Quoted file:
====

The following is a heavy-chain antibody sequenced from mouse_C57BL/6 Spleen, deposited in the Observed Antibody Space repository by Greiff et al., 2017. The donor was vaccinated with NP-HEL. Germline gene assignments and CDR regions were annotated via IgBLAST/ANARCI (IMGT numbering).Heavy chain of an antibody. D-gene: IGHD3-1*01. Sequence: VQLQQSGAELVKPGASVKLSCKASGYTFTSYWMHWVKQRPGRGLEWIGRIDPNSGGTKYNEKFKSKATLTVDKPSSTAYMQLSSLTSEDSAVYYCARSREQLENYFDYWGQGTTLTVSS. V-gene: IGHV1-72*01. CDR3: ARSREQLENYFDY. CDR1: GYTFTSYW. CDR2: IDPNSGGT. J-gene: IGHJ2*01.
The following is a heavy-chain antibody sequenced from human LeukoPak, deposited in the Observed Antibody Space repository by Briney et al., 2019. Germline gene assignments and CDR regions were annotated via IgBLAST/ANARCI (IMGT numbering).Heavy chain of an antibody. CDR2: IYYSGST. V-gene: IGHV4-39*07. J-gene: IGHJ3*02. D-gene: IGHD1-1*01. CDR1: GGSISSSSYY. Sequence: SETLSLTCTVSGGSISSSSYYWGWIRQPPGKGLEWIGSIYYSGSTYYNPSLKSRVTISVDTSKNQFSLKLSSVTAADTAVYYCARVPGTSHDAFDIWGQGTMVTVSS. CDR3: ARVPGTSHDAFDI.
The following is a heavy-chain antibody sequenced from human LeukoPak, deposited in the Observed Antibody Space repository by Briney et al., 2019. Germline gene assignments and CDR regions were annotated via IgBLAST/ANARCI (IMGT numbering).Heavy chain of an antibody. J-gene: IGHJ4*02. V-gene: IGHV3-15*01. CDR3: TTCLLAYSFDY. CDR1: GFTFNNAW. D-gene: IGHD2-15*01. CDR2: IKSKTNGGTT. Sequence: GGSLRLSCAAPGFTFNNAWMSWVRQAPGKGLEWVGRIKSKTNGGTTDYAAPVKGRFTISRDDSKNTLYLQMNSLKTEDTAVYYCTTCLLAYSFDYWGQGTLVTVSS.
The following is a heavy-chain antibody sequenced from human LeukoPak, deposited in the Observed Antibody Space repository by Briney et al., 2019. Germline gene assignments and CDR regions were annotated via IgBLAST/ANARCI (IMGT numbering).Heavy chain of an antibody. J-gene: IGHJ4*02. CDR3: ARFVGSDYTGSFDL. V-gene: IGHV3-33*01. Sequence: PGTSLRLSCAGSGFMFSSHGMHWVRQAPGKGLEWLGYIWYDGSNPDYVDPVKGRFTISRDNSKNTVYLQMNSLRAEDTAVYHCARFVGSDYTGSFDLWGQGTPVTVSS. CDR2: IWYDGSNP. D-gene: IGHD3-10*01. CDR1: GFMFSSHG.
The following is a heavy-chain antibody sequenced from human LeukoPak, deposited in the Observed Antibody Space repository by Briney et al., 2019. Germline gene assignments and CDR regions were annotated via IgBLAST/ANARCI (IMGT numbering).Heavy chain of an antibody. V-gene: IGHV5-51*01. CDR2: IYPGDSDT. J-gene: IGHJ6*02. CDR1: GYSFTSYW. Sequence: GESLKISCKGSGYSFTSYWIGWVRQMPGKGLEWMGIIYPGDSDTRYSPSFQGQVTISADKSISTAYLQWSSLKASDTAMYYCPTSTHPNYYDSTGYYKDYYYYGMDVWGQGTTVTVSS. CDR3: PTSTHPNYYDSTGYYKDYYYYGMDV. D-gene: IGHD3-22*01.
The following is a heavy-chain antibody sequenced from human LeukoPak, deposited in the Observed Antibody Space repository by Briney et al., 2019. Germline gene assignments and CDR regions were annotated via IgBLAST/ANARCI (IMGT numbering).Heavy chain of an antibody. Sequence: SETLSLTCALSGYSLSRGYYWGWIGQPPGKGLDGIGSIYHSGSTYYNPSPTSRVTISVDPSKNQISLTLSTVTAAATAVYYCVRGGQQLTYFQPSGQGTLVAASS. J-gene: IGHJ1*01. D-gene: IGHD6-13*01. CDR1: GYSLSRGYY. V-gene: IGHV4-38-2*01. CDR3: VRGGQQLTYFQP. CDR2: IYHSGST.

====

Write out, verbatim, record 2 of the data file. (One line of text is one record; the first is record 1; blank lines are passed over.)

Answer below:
The following is a heavy-chain antibody sequenced from human LeukoPak, deposited in the Observed Antibody Space repository by Briney et al., 2019. Germline gene assignments and CDR regions were annotated via IgBLAST/ANARCI (IMGT numbering).Heavy chain of an antibody. CDR2: IYYSGST. V-gene: IGHV4-39*07. J-gene: IGHJ3*02. D-gene: IGHD1-1*01. CDR1: GGSISSSSYY. Sequence: SETLSLTCTVSGGSISSSSYYWGWIRQPPGKGLEWIGSIYYSGSTYYNPSLKSRVTISVDTSKNQFSLKLSSVTAADTAVYYCARVPGTSHDAFDIWGQGTMVTVSS. CDR3: ARVPGTSHDAFDI.